9. Stage 2 of the Procurement Process - Plan
9.1 This chapter focuses on the planning stage of a procurement exercise. It is essential that a public body develops a comprehensive procurement plan (that is, an individual plan which lays out the direction of how a particular procurement exercise should be organised in order to align with procurement policy) and build in adequate time for the completion of the exercise. In particular, a public body should allow for an appropriate lead-in period prior to commencement of the contract.
Procurement procedures described in the Public Contracts (Scotland) Regulations 2015
9.2 For many care and support services contracts, a public body may use the procurement procedures, tools and techniques of its choosing. It will likely want to follow a procurement procedure, as a matter of best practice, that is proportionate to the value of the contract and to take account of some fundamental considerations (for example, the TFEU fundamental principles where relevant and fair work practices).
9.3 When doing so, a public body may choose to adapt or streamline one of the procurement procedures described in the Public Contracts (Scotland) Regulations 2015 (see paragraphs below). If it decides to do so, it is not obliged to follow the detailed procedural requirements set out in those Regulations. A public body should therefore not refer to the Regulations in the tender documentation issued to participants, as this may create an expectation that the detailed procedural requirements will be followed. In all cases, a public body should ensure that the procurement process is described accurately and clearly and then adhered to.
Developing a procurement plan
9.4 At the planning stage, a public body must decide how the service will be put in place and develop the service specification. A public body should develop a procurement plan which describes:
- the introduction and description of the purchase (considering the purpose, critical nature of it and any sensitivities etc.);
- whether it is advertising the requirement and awarding the contract or framework agreement by competition, extending an existing contract or making a direct award without competition;
- the reasons for that decision;
- the procurement process (for example, open procedure) that will be followed and relevant timescales;
- how it can be demonstrated that the procurement exercise will be fair, transparent and non-discriminatory, i.e. compliant with procurement legislation;
- the roles and responsibilities of staff involved in the procurement process;
- the applicable governance arrangements and approval process;
- how and when it will communicate its intentions to people who use the service and also their carers and proposals for their involvement in the procurement process;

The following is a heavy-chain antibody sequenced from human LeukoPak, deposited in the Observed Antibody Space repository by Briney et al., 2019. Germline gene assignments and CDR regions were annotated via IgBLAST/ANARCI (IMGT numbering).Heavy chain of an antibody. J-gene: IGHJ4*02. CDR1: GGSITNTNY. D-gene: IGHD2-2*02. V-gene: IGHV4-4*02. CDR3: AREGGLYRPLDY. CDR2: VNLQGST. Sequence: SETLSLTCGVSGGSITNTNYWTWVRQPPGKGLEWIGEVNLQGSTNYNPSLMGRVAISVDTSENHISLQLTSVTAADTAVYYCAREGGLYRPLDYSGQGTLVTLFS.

- how it proposes to handle fair work practices;
- how the service specification will be developed with the involvement of people who use the services and also their carers and service providers in its development (including any opportunities to contribute to economic, social and environmental wellbeing and to reduce inequality);
- the type and duration of the proposed contract or framework agreement, available budget and estimated contract value;
- research of the supplier market to identify current suppliers providing the same or similar service and any spend analysis available;
- risks identified that may impact on the progress of the procurement;
- anticipated benefits and outcomes;
- what criteria will be used to select service providers and award the contract or framework agreement (including whether award criteria or performance indicators should include equality considerations);
- what transitional arrangements will apply if an existing service transfers to a different service provider;
- how the contract or framework agreement will be managed;
- how the relationship between the public body and service provider(s) will be managed;
- arrangements for reviewing the service;
- what action it proposes to take at the end of the contract term; and
- how the procurement exercise will be evaluated.
9.5 Examples of individual procurement plans can be found in the Procurement Journey.
Advertising the requirement and awarding a contract or framework agreement by competition
9.6 A public body should decide, on a case-by-case basis, whether or not to advertise the requirement and award a contract or framework agreement by competition. A number of factors will influence this decision, as explained below and illustrated in the flowchart at Annex 6.
- application of the procurement legislation, procurement policy and risk of legal challenge;
- application of local financial regulations and standing orders; and
- benefits and risks to people who use services and service delivery.
Identifying care and support services
Schedule 3 of The Public Contracts (Scotland) Regulations 2015 confirms those services that are health or social care and which includes care and support services.